Republicans Fear Loss of House Majority Before Election

When Republicans gained control of the House in November 2022, many in Washington wondered how they would be able to govern effectively with one of the slimmest majorities in history. Some Democrats even speculated if they might be able to take back the House before the term ended.

Sixteen months later, as the Republican majority has shrunk even further, House Speaker Mike Johnson is admitting that possibility. He told Fox News on Monday that there is a slim chance he could lose the speakership to Democratic House leader in the next few weeks amid a wave of early retirements. “That’s a risk,” Johnson said of Democrats taking control of the House.

Already three Republican lawmakers have resigned from their posts mid-term—Reps. , Bill Johnson, and Ken Buck. A fourth Republican, Rep. Mike Gallagher of Wisconsin, is expected to step down in mid-April, bringing the party’s former nine-seat majority down to just 217-213 as Republicans lost a fifth seat after was expelled from the House.

The spate of early departures means that Republicans can soon only afford to lose one single vote when all lawmakers are present and voting, since 216 votes would constitute a majority. The shrinking Republican majority has raised concerns among some in the party about the potential for an unprecedented shift in power mid-Congress. “It’s very feasible that Democrats will be running the House before the election,” says Brian Darling, a GOP strategist and former counsel to Sen. Rand Paul. “It’s time for Republicans to have a team meeting and say, ‘okay, guys, this majority is falling apart and if you keep acting like this, we’re not going to have a majority.’”

As Republicans grapple with the ongoing wave of early retirements, party leadership has little room for error as even a single additional departure could tip the scales in favor of the Democrats, which has never happened in the middle of a congressional term. Buck, who stepped down in March due to what he called growing dysfunction in Congress, has hinted that Republicans could see more resignations in the coming months if bitter divisions inside the GOP continue to escalate.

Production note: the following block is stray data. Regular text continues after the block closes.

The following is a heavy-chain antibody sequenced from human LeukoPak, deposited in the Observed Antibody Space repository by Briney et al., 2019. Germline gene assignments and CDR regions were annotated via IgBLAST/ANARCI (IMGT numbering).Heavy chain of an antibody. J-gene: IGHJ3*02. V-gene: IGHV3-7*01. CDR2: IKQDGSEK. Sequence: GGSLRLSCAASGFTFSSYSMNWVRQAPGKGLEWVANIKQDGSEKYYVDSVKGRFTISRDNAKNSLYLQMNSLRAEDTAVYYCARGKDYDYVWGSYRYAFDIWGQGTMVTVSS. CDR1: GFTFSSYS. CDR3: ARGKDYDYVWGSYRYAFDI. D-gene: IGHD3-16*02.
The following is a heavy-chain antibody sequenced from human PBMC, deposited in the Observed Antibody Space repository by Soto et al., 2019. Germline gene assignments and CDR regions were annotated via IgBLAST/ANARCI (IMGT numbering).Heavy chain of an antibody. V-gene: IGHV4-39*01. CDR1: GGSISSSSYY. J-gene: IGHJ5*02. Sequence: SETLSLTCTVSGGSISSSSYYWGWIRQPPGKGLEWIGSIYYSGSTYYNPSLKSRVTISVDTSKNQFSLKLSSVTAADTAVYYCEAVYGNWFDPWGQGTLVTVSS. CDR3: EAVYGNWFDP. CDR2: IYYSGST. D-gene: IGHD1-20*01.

“Republicans would be smart to be worried,” says Matthew Green, a politics professor at Catholic University. “I don’t think the odds are very high that the Republicans will lose their majority, but it is a much bigger possibility now than it’s ever been. And I think it’s clear that the Republican leadership is worried about it.”

Green adds that if another Republican resigns or experiences an unexpected health crisis leading to their absence from voting, then Democrats could secure the majority before the November elections. It would be the first time such a shift has happened in the House mid-term, with the closest parallel coming in 1930 when Republicans lost their slim majority before the session began after several members died and Democrats won special elections to replace them. 

Complicating matters, some Republicans are already considering strategies to remove Johnson from his leadership position and trigger a vote for a new Speaker of the House. Rep. Marjorie Taylor Greene, a far-right Georgia Republican, the speakership on March 22 after Johnson had to rely on Democratic votes to pass a critical government funding package. The move could set up a risky leadership vote that would test the unity of the Republican conference. “If we vacated this speaker, we’d end up with a Democrat,” Rep. Matt Gaetz, a Florida Republican, warned immediately after Greene triggered the motion, adding that he believes some Republicans would vote for Jeffries. 

The current tumult within the Republican Party has Democrats cautiously optimistic. While the tantalizing prospect of wresting control of the House mid-Congress appears unlikely, it is becoming a more plausible dream for Democrats. “Slowly but surely, House Republicans are catastrophically mismanaging their own majority out of existence,” New York Rep. Ritchie Torres, a Democrat, said in December.

But even if Democrats do manage to gain control of the House, they would face some of the same challenges that plagued Republicans trying to govern with a razor-thin margin. “Democrats will have to ask themselves if they could have a majority, would they necessarily want one?” Green asks. “Is it worth it to go through the whole process of picking a new Speaker with maybe four months, at most, to be able to get something done? It’s not clear what the answer to that question is.”

In 2023, the Republican-led House passed only 27 bills that became law, despite holding a total of 724 votes. It was one of the least productive years in Congress in the last decade, shedding light on the ongoing challenges faced by Republicans—including their slim majority necessitating near-unanimous support for legislative progress, significant party fractures, and a far-right faction that has been a thorn in the side of party leadership.

“Republicans have completely mismanaged the majority, and it started when they kicked out of the caucus,” says Darling, the GOP strategist. Santos, who faces nearly two dozen federal criminal charges, was in December, with 105 Republicans voting for his removal. Democrat Tom Suozzi won his seat in a special election in February. “I understand why they did it, but ultimately they were giving away a seat that put them a little bit closer to giving away the majority.”